The transition to single parenting after divorce is not easy. You want to be there for your kids, to help them thrive and succeed, but are likely uncertain of what it will take to get there. Fortunately, you are not alone. We now have decades of studies and case samples, research, and analysis to look into to figure out what works and what does not to help our kids be healthy and happy after a divorce. Although the exact approach will vary for each household, some general tips that apply to most everyone in this situation are discussed below.
Time is our most important commodity. Our children need us to carve out time to hang out, talk, go for a walk to a park or just watch a show together. That time spent together works to build our relationship and establish trust. That bond will make it more likely they come to us when they need to talk.
When the do need to talk, listen. Let them vent and voice their frustrations about the current situation. They should feel safe telling you their fears and concerns. Child psychology experts remind us of the importance of telling the children the divorce was not their fault. It is also important when navigating these conversations to speak respectfully of your ex — after all, your ex is still their parent.
It is helpful to keep the children’s schedules as consistent to the pre-divorce calendar as possible. If they were involved in baseball, soccer, band, or theater before the divorce, try to keep these activities going after the divorce.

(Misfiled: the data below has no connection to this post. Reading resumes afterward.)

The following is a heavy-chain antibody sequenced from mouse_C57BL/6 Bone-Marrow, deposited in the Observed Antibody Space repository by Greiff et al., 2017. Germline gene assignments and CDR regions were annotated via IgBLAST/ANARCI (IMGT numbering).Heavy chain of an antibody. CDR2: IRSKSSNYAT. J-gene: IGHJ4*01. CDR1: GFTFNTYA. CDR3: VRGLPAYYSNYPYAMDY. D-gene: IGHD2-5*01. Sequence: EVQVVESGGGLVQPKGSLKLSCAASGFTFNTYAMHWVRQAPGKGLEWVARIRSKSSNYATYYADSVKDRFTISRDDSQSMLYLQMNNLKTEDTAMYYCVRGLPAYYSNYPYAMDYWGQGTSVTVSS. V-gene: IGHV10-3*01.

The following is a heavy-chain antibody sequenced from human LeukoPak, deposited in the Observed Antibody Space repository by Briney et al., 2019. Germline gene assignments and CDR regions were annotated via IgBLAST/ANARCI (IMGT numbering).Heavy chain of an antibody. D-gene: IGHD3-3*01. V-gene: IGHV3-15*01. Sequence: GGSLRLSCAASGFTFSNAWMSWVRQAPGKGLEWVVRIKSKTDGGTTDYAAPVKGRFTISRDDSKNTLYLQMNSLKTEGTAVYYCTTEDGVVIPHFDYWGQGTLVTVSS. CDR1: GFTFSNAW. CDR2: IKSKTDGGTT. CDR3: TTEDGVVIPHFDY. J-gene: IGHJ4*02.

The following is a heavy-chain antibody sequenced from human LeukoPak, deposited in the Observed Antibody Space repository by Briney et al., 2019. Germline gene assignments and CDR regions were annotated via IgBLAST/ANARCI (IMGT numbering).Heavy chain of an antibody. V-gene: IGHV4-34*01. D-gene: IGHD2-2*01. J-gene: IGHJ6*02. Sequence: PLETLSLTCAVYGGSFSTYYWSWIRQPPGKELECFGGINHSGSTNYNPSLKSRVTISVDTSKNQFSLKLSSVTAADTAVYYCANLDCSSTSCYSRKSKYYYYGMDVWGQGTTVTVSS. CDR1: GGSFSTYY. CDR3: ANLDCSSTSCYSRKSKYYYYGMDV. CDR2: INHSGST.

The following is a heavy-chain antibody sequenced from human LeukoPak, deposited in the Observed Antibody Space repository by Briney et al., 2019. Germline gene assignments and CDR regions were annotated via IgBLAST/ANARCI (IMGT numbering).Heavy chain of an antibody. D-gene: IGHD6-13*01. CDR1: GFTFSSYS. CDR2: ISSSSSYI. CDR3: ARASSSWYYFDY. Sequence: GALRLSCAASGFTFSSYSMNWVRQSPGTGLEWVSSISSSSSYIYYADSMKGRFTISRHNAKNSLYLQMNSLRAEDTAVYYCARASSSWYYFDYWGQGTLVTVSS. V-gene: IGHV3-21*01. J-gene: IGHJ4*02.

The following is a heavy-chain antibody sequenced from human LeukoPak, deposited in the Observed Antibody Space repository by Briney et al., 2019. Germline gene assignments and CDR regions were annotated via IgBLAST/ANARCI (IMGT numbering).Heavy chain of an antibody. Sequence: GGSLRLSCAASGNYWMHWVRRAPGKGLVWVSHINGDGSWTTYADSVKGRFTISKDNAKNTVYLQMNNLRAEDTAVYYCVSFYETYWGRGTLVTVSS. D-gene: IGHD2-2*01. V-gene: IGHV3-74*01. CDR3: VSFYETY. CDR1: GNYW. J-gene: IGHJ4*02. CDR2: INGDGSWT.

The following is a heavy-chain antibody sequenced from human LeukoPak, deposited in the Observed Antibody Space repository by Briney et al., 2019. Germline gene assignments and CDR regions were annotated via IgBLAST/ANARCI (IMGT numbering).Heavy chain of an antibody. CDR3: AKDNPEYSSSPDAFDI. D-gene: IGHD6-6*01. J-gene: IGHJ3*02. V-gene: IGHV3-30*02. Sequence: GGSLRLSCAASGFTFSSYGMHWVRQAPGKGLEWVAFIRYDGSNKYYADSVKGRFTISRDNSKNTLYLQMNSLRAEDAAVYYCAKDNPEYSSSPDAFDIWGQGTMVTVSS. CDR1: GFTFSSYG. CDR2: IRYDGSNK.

It is also important for parents who are sharing custody to have some level of consistency in their home lives. Although each household will have its own style, it is important to have some uniformity between the two parents’ homes. This could be a requirement that the children complete their homework before watching television or a shared expectation that older children do not take their smartphones to their bedrooms. Whatever the expectations, do your best to stick with them.
#4: Bonus: Take time for you.
You are better able to help your children thrive when you tend to your own mental health. Find a confidant, maybe a family member, friend, or a professional counselor, that you can speak with to vent or voice your own frustrations. Take time to do the things you enjoy.
It will take some effort to move forward after the divorce, but proactive steps like those listed above can help to better ensure you achieve a successful and happy post-divorce life.